She brought me flowers, too.

    Day Two
    I took the meds. I continued icing my face. I slept. I made smoothies. I ate veggie soup that a friend gave me ahead of time. I ate an egg. The tooth pain wasn’t bad but my brain didn’t feel like it was working. I had constant headaches and I felt woozy, probably from the meds. I read and watched Tiny Beautiful Things (which I don’t like — it’s overdone). I made a gingery curried chicken noodle soup

    Day Three
    I switched to heat compresses. I kept going with the meds. I filmed the making of a fenugreek-spiced Gouda and made mozzarella (my husband and kids did all the heavy lifting and dishwashing, and I didn’t talk to the camera — I’ll do voice over later).

    I visited the cows, and I ran errands with my husband.

    seltzer with a splash of sweetened home-canned grape juice concentrate

    I very slowly ate a piece of pizza. The pain began intensifying. My head was still hurting.

    Day Four
    I slept in the morning and in the afternoon.

    I read my book and watched Pain Hustlers which was fitting and also really good. I still had that constant headache and the tooth pain was worsening. I began to notice a pattern: after taking the Ibuprofen, it’d take 45-55 painful minutes to kick in, I’d get 3-4 hours of relief before it wore off, and then I’d have to wait another 3-4 hours until I could take my next dose. I felt pathetic, like Mrs. Dubose in To Kill A Mockingbird, counting down the hours till I could take my next pill. Tylenol and the oral gel didn’t noticeably help, but I took them anyway.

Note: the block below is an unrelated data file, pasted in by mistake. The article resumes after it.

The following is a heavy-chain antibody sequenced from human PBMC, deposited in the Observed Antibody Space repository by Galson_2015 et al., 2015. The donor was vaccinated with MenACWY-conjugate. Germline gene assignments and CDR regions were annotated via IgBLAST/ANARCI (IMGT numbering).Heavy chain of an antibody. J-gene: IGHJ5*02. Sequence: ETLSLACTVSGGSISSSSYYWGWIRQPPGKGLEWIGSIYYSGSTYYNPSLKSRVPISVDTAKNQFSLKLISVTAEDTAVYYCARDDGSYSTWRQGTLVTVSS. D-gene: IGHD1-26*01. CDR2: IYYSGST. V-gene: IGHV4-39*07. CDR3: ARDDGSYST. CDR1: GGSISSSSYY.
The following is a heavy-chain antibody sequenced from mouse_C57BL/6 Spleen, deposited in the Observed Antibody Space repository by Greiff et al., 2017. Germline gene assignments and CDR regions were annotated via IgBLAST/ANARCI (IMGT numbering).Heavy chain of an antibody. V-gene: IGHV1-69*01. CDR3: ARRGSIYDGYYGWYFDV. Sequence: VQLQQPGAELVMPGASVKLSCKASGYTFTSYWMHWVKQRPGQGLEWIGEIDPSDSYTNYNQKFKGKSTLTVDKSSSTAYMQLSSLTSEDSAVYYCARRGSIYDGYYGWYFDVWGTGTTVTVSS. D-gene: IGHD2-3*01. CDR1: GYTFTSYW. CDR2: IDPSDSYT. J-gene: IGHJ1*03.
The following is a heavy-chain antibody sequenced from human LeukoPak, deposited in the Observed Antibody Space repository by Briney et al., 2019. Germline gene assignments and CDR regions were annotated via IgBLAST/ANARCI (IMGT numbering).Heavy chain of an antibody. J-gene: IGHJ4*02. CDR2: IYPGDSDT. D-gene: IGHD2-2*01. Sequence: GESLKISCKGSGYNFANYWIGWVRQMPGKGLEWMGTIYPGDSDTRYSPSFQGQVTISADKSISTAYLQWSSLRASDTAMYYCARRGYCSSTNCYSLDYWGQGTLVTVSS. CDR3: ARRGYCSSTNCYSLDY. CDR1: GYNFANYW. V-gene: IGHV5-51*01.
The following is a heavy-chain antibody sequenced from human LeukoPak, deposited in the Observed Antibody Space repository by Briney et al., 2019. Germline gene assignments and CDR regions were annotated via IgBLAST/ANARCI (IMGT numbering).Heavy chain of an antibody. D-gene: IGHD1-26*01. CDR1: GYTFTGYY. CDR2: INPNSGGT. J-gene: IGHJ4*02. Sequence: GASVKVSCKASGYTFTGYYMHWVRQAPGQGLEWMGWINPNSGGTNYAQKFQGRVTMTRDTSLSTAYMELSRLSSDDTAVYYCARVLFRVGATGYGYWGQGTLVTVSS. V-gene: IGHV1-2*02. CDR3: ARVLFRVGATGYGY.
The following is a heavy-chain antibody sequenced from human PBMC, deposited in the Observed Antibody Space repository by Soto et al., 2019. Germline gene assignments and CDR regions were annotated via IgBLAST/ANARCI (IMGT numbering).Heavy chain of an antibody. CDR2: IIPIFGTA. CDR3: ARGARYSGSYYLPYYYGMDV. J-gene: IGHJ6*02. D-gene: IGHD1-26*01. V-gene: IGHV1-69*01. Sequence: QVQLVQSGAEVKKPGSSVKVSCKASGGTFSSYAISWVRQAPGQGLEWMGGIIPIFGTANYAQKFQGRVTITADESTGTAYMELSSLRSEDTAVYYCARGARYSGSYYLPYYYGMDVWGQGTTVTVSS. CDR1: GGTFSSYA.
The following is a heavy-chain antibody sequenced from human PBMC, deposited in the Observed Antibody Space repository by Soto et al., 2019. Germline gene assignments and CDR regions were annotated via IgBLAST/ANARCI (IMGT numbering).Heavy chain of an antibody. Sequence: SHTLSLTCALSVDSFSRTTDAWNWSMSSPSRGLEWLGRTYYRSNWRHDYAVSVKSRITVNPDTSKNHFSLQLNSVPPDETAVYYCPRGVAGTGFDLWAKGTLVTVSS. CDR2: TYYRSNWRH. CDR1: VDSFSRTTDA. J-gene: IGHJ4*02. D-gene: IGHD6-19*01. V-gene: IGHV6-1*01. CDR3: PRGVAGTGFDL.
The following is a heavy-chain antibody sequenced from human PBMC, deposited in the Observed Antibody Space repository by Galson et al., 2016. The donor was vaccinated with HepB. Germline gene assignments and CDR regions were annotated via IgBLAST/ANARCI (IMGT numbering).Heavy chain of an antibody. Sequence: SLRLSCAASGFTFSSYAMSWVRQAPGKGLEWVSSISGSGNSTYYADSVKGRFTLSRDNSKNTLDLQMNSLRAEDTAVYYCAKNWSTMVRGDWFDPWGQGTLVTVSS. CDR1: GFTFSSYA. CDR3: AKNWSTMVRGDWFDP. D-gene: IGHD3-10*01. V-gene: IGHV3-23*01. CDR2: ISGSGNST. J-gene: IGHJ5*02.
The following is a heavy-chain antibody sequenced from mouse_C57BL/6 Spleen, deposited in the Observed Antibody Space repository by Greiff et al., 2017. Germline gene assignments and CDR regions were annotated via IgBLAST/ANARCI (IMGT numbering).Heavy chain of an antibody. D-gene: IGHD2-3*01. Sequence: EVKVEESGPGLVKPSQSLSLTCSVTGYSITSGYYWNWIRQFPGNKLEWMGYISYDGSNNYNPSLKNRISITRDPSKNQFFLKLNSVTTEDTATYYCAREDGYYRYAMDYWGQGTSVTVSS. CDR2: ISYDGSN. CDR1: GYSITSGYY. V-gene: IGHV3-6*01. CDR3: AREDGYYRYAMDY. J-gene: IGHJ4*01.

I ate lots of chicken noodle soup and tenderly munched on chips (yay, texture!). My husband and I started watching season two of The Bear. We ate the Peanut Butter Cup (my fave) Ben and Jerry’s — he got the chunks and I ate the smooth part. I watched the newest season of The British Baking Show.

    That night, I woke up in pain an hour before my 2am alarm went off for my meds. I waited an hour, took the pill, and then waited another hour for it to kick in. While I waited, my husband rubbed my back (and then fell asleep), and I paced the floor and cried a little.

    Day Five
    I called the surgeon’s office and we increased the meds to the full amount: 3200 mg Ibuprofen and 3000 mg Tylenol. I worked out an around-the-clock schedule to best manage the pain. They also prescribed Oxycodone, which my husband picked up on the way home from work. The doctor said Days 3 and 4 would be the worst, so I tried to behave as normally as possible, hoping to pull myself through. I made a chocolate cake and washed dishes. I pierced my blue cheese and packaged some of the cheeses. I went for a very slow, very short walk. I visited the cows. I baked bread and made a big pot of spaghetti.

    Claire Saffitz’s recipe: the frosting’s a bust, the cake’s a triumph

    two-day-old bun


    bagging up